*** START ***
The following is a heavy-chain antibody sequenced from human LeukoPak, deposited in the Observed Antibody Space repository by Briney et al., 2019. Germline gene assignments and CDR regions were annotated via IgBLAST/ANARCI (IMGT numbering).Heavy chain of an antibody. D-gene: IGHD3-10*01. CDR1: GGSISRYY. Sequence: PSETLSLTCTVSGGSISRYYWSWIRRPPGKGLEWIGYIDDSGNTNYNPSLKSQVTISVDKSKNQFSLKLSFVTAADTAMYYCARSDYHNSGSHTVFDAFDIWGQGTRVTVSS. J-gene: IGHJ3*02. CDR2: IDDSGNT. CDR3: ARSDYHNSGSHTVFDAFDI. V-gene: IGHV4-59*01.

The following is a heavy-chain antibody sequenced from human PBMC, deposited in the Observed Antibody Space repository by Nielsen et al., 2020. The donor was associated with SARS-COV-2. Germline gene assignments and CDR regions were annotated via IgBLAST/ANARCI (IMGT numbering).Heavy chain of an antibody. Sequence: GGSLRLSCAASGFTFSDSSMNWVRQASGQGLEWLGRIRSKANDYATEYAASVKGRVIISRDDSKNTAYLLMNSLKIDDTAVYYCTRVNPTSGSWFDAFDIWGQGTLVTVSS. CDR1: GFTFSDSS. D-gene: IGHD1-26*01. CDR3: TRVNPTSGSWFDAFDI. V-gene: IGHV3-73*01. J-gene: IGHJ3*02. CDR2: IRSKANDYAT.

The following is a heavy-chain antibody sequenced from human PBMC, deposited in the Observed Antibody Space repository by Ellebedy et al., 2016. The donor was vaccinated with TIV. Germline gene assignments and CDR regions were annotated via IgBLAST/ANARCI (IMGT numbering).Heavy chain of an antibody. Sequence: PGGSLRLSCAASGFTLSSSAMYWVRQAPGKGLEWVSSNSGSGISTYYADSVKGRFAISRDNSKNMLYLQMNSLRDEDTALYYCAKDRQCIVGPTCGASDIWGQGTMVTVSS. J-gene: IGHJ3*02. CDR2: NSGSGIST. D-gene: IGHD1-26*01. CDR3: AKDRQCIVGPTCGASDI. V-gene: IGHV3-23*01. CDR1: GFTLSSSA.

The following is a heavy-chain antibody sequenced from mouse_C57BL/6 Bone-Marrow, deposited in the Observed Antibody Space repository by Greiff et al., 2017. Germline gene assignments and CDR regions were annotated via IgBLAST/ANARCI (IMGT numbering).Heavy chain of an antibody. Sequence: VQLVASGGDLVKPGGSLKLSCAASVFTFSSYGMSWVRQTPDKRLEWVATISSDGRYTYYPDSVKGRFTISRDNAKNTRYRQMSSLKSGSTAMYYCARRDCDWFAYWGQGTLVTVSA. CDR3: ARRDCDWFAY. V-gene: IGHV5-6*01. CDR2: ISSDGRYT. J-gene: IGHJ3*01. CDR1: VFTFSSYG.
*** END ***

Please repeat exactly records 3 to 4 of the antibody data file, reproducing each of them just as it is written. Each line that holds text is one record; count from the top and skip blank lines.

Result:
The following is a heavy-chain antibody sequenced from human PBMC, deposited in the Observed Antibody Space repository by Ellebedy et al., 2016. The donor was vaccinated with TIV. Germline gene assignments and CDR regions were annotated via IgBLAST/ANARCI (IMGT numbering).Heavy chain of an antibody. Sequence: PGGSLRLSCAASGFTLSSSAMYWVRQAPGKGLEWVSSNSGSGISTYYADSVKGRFAISRDNSKNMLYLQMNSLRDEDTALYYCAKDRQCIVGPTCGASDIWGQGTMVTVSS. J-gene: IGHJ3*02. CDR2: NSGSGIST. D-gene: IGHD1-26*01. CDR3: AKDRQCIVGPTCGASDI. V-gene: IGHV3-23*01. CDR1: GFTLSSSA.

The following is a heavy-chain antibody sequenced from mouse_C57BL/6 Bone-Marrow, deposited in the Observed Antibody Space repository by Greiff et al., 2017. Germline gene assignments and CDR regions were annotated via IgBLAST/ANARCI (IMGT numbering).Heavy chain of an antibody. Sequence: VQLVASGGDLVKPGGSLKLSCAASVFTFSSYGMSWVRQTPDKRLEWVATISSDGRYTYYPDSVKGRFTISRDNAKNTRYRQMSSLKSGSTAMYYCARRDCDWFAYWGQGTLVTVSA. CDR3: ARRDCDWFAY. V-gene: IGHV5-6*01. CDR2: ISSDGRYT. J-gene: IGHJ3*01. CDR1: VFTFSSYG.